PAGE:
108th Congress (2003-2004)
House Report 108-473 - Part 1
|Committee Reports for the 108th Congress|
|House Report 108-473 - Part 1||1 of 2|
--JOHN MARSHALL COMMEMORATIVE COIN ACT
[To accompany H.R. 2768]
[Including cost estimate of the Congressional Budget Office]
The Committee on Financial Services, to whom was referred the bill (H.R. 2768) to require the Secretary of the Treasury to mint coins in commemoration of Chief Justice John Marshall, having considered the same, report favorably thereon without amendment and recommend that the bill do pass.
|Purpose and Summary||1|
|Background and Need for Legislation||2|
|Committee Oversight Findings||3|
|Performance Goals and Objectives||3|
|New Budget Authority, Entitlement Authority, and Tax Expenditures||3|
|Committee Cost Estimate||3|
|Congressional Budget Office Estimate||3|
|Federal Mandates Statement||4|
|Advisory Committee Statement||4|
|Constitutional Authority Statement||4|
|Applicability to Legislative Branch||4|
|Section-by-Section Analysis of the Legislation||5|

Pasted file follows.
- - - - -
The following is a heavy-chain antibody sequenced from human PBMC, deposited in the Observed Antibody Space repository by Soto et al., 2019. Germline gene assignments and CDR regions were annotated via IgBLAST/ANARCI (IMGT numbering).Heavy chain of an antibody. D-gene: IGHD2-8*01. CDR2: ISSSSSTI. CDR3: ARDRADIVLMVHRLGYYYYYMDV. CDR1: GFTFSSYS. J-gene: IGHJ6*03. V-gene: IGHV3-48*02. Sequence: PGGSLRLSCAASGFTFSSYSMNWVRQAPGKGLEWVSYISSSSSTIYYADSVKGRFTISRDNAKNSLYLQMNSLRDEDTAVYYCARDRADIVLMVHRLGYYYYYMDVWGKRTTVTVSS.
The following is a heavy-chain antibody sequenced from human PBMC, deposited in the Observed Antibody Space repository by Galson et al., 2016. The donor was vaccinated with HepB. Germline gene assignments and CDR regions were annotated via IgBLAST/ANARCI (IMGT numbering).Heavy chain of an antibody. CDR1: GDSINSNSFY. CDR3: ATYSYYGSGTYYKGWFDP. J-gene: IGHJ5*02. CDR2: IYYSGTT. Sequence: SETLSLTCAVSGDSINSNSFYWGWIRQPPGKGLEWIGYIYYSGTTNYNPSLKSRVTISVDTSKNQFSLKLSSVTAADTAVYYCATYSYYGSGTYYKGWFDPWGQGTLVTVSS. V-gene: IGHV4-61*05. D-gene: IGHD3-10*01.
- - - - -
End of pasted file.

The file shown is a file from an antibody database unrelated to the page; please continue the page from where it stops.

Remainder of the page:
PURPOSE AND SUMMARY
H.R. 2768, the John Marshall Commemorative Coin Act, directs the Secretary of the Treasury to strike and issue in 2005 silver one-dollar coins with a design emblematic of Chief Justice John Marshall. Surcharge proceeds would go to the Supreme Court Historical Society.
BACKGROUND AND NEED FOR LEGISLATION
H.R. 2768 authorizes the minting and sale of commemorative coins honoring Virginia native John Marshall, who served as Chief Justice of the Supreme Court for 34 years, from 1801 through 1835. After serving General George Washington as an artillery captain during the Revolutionary War, he studied law, was elected a Member of Congress from Virginia and was Secretary of State when President John Adams named him Chief Justice.
Chief Justice Marshall is widely regarded as the person who elevated the Court's status to one equal with the executive and legislative branches. In the Marbury v. Madison decision written two years after he became Chief Justice, Marshall laid the legal groundwork for modern-day Constitutional law and established the doctrine of judicial review.
The Supreme Court Historical Society is a non-profit association dedicated to collecting and preserving the history of the Supreme Court and to providing public education on the history of the Constitution and the judiciary.
Surcharge proceeds from the sales of the coins are to be paid to the Society--after it complies with audit procedures established in section 5134(f) of title 31, United States Code--to enable the Society